Meaning of Independence


"Freedom is about being vulnerable to one another, realizing that
our ability to connect is more important than feeling secure, in control
and alone."

[by Eve Ensler, from my July
4, 2007 post
]

Fireworks 

I come from several generations of independent women.

My great grand mother, who was with us for 100 years, saw all kinds of things happening in her life time. Horse carriages becoming steam cars, and so on, from long gowns to shorter and shorter skirts and pants for women.

She buried the family china during two World Wars — it surprisingly survived to shatter in thousands of pieces when a faulty cabinet came down crashing half a century later. She died of old age, after taking care of her estranged husband, who came back home in his late years, to die among familiar faces. She was as sharp and witty as she had been in youth, to her last breath.

My grandmother is still with us. 94 years later, bent physically, yet hardly any worse for wear spiritually. You can see it in her eyes. She is curious and incredibly articulate, despite not having taken higher education. A seamstress, she still leans on the details of life, patiently stitching the stories with us.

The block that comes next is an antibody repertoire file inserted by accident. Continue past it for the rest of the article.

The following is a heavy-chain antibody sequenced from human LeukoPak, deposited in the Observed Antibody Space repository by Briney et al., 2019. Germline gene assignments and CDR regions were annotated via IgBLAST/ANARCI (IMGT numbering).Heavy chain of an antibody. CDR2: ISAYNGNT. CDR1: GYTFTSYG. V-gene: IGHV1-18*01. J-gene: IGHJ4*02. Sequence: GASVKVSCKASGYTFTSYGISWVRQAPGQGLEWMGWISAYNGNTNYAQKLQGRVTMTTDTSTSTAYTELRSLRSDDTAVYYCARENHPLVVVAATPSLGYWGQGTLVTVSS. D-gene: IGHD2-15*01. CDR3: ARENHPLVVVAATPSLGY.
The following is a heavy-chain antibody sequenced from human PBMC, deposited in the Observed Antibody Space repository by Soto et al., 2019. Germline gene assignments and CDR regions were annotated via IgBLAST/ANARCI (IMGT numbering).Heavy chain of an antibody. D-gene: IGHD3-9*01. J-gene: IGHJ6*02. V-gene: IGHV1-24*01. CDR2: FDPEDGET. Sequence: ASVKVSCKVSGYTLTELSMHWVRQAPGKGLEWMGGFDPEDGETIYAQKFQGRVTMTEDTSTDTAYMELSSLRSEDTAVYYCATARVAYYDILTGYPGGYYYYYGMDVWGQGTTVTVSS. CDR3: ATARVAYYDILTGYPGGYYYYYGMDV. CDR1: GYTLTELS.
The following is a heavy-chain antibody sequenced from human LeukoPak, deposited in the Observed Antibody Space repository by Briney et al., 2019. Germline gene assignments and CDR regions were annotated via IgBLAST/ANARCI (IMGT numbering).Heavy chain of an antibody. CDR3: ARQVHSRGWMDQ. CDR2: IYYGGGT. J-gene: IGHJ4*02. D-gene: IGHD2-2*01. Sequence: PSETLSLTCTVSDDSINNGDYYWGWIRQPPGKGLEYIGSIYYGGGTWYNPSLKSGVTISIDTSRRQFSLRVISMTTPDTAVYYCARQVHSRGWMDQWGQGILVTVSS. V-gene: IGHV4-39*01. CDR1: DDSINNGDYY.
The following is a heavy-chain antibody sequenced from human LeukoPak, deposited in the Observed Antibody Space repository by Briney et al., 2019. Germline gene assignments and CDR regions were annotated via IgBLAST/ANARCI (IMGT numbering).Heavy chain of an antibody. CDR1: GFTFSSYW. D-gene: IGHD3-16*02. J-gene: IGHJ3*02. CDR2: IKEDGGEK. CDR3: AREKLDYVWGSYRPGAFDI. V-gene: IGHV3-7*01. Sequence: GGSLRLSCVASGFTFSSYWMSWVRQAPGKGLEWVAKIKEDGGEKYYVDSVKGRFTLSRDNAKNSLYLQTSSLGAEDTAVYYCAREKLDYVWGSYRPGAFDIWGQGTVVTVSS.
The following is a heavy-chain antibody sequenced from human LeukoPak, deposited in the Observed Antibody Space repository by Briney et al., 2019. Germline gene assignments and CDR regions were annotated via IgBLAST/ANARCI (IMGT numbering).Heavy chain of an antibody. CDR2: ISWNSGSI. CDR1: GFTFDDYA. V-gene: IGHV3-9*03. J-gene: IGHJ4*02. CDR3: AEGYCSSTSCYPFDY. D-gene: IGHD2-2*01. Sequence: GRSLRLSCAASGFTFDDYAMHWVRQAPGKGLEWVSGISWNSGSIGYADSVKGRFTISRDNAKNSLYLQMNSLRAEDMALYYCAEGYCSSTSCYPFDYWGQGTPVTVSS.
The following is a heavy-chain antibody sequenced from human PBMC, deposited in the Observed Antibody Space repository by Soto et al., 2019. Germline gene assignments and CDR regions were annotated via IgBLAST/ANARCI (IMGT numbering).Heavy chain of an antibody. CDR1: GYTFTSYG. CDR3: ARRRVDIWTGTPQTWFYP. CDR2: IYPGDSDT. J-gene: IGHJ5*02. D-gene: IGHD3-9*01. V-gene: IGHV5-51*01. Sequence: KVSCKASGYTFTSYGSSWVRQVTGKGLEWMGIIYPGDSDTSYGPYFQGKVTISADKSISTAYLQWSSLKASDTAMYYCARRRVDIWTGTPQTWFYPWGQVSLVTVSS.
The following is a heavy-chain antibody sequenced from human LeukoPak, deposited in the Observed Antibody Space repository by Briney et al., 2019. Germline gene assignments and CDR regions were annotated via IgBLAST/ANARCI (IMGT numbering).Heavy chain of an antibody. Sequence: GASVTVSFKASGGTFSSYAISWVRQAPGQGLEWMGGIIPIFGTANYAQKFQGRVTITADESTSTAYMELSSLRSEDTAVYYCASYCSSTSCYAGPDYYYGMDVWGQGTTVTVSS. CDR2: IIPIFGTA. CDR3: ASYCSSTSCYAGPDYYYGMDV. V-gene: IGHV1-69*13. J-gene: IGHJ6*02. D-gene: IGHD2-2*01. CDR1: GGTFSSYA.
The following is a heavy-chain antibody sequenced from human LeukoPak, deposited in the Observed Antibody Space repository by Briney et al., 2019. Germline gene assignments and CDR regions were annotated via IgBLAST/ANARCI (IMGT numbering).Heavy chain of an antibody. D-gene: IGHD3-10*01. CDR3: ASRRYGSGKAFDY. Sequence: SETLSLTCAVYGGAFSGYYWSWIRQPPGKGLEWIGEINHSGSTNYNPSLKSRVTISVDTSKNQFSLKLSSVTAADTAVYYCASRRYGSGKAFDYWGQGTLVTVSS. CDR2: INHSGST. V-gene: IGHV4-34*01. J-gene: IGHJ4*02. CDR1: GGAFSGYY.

Back in the day, you would promptly label her a real beauty. Today, you see it in her eyes, her smile, her patient nod — I see you, it says, I'm grateful for having had so much time with you all. Last Christmas, I brought my mother over to visit, and upon taking leave, as I leaned over to kiss her goodbye, she whispered "thank you for bringing her to me".

Those are the kinds of conversations you never forget. Would I be so graceful, immobilized on a chair? I have a couple of sepia photos where she's wearing her brother's suit, complete with hat in one and cape in the other — a fun thing to do in front of a camera. She never wondered what if? She was.

My mother has always valued her independence. With the optimism of someone who lets life use them wholly, she raised her children, earned a few degrees, worked in five careers over her lifetime, and taught herself to read philosophy and poetry.

We crossed paths and exchanged views at so many phases of her growth, and mine, that it almost feels as if we met each other over and over, just like in The Time Traveler's Wife (Amazon affiliate link). I didn't inherit her purple blue eyes and her thirst for adventure. I have learned a lot more from her than from many a professor in University.